This is the furthest advance of the Russian invasion force that swiftly occupied Crimea without firing a shot in the past few days – and the check points could become permanent.
On March 30, the Autonomous Republic of Crimea will vote on whether to assume the status of an autonomous state in confederation with Ukraine.
It is not technically a referendum on independence, and it makes no mention of secession or annexation by Russia. On paper, Crimea will remain part of Ukraine.
But with Russian troops deployed to “prevent provocations” and the Kremlin promising significant financial support to the government of Sergei Aksyonov, the region’s newly installed pro-Russian prime minister, the Crimean republic looks set to join South Ossetia, Abkhazia and Transdniestria in the club of post-Soviet breakaway states who owe their allegiance to Moscow.
The process of state building is already well under way.
Rear Admiral Denis Berezovsky
With the defection on Sunday of Ukraine’s navy chief, Rear Admiral Denis Berezovsky, Crimea acquired its own navy.
And on Monday afternoon the Crimean government claimed to have captured the Belbek airbase, giving it an air force – although only four of the 49 fighters they claimed to have captured actually fly.
Fast-moving, often small units of Russian troops have overrun Ukrainian military installations across the peninsular.
At the mothballed military airbase at Dzhonkoi, 20 miles south of the roadblock at Chongar, just 15 Russians forced their way into the base on Saturday to make it unusable to incoming aircraft.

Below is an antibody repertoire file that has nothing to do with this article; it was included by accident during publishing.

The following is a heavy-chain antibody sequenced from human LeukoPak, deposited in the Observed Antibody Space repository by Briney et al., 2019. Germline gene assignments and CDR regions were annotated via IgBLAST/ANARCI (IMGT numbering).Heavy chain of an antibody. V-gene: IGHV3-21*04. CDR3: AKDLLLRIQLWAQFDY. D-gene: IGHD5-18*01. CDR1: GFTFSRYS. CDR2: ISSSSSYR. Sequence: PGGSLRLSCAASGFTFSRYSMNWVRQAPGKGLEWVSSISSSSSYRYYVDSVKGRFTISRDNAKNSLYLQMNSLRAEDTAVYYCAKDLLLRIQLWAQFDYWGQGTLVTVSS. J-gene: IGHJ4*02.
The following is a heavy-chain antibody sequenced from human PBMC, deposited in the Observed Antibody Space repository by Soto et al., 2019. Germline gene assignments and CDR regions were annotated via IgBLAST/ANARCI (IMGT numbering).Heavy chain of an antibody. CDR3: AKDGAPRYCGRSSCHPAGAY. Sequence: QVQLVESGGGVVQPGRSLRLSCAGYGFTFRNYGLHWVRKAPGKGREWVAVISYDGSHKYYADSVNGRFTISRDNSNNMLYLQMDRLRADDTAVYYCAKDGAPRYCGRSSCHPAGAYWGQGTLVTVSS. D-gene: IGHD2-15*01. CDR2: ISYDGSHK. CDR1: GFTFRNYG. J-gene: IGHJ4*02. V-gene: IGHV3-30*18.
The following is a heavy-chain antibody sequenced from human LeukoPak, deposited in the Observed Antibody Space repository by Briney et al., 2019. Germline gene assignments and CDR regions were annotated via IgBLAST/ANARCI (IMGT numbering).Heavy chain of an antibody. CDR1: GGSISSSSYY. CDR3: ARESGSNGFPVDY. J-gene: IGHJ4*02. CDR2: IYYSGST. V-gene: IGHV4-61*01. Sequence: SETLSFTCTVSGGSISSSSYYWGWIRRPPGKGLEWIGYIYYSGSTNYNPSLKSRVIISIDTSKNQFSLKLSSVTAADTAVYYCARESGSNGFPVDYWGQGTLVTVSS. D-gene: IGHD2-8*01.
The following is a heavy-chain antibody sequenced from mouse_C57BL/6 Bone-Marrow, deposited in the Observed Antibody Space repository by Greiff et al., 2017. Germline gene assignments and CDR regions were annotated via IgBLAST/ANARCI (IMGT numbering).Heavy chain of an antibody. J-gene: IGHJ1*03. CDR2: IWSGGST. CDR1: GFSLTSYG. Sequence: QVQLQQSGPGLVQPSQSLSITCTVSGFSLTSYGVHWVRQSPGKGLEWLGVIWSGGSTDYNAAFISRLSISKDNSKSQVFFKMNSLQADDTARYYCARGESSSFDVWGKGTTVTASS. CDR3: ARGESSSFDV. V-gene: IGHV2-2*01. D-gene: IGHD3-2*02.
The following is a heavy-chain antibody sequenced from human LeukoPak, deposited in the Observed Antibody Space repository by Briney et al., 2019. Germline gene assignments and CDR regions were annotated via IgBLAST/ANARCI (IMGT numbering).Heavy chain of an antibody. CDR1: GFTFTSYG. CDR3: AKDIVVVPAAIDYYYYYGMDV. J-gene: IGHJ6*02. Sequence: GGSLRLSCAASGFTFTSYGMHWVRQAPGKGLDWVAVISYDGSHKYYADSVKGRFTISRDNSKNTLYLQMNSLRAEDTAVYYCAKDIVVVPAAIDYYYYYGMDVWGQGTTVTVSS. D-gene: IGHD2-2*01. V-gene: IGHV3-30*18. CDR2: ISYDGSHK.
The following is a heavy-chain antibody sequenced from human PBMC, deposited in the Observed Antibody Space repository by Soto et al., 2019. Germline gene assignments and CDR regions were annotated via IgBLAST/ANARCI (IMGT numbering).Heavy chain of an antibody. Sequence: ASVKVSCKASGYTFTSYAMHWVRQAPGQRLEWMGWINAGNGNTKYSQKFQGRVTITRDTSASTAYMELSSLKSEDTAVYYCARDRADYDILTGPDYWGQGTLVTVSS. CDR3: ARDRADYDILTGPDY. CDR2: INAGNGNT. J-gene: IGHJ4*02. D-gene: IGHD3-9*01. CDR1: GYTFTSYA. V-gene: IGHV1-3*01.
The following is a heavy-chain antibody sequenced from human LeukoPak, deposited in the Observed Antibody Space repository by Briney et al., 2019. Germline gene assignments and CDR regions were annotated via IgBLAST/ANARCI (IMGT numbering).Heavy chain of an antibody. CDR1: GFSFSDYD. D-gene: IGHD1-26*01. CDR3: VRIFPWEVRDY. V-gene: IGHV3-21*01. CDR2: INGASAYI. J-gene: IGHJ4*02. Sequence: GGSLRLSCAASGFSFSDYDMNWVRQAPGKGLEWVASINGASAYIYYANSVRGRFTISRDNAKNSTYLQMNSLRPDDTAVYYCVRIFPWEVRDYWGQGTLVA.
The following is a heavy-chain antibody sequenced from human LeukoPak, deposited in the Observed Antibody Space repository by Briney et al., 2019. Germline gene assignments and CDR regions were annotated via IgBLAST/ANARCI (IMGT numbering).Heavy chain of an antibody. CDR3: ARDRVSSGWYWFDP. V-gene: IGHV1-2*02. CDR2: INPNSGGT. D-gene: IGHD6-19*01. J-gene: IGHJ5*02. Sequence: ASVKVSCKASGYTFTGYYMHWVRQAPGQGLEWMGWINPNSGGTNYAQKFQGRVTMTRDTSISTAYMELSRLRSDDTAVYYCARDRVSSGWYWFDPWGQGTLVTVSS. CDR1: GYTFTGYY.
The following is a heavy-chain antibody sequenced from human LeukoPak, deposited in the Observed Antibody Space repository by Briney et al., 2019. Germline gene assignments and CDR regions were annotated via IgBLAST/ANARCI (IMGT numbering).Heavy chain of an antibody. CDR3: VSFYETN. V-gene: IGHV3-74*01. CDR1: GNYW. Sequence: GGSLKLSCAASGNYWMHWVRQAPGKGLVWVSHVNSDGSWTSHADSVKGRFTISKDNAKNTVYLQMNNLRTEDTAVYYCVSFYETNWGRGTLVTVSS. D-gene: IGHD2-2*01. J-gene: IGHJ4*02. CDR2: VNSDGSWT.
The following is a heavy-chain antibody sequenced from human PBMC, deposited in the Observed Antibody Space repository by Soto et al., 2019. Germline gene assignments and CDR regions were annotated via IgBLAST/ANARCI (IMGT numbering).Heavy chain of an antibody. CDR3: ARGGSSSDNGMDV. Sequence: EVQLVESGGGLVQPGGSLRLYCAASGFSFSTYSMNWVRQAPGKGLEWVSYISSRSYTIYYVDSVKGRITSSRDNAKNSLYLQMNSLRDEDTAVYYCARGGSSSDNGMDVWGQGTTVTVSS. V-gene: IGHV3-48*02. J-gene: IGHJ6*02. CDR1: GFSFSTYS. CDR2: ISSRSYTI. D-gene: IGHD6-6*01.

"They showed up on Friday and a captain of Russian forces offered to ‘cooperate in guarding the base’. We told them we didn’t need their cooperation," said Lt Col Nikolai Gavrish, the base commander.
"On Saturday they came back, let themselves in, disabled the control tower and parked vehicles on the runway. Our weapons are kept in the magazine and we only get them out if ordered to. We never received that order – that’s why there was no fight," he said.
Lt. Col Gavrish was optimistic about the end of the crisis, but said he had no illusions about how things might end.
"[The Russian’s] mission is strategic – they’re meant to show the politicians in Kiev that they have to be friendly to Russia. I don’t think this is an annexation," he said.
"But we are professional soldiers on both sides, and both sides understand that. If we get the order to fire from our political masters, we will," he said.
But to the apparent chagrin of both Russian and Crimean commanders, several Ukrainian bases were still refusing to lay down their arms or let Russian forces inside on Monday.
At the Border Guards base at Perevalnoye, southeast of Simferopol, a Russian force of hundreds continues to face off with the Ukrainians inside, in the second day of what amounts to an armed siege.
Military vehicles stand outside the Perevalnoye base (EPA)
"They asked us to lay down our arms. They said the wanted to protect them from I don’t know who," said a Ukrainian major on duty behind the main gates.
Asked how the Ukrainians had responded to the request, he simply raised his middle finger.
"We’re not giving them up," he said.

No comments: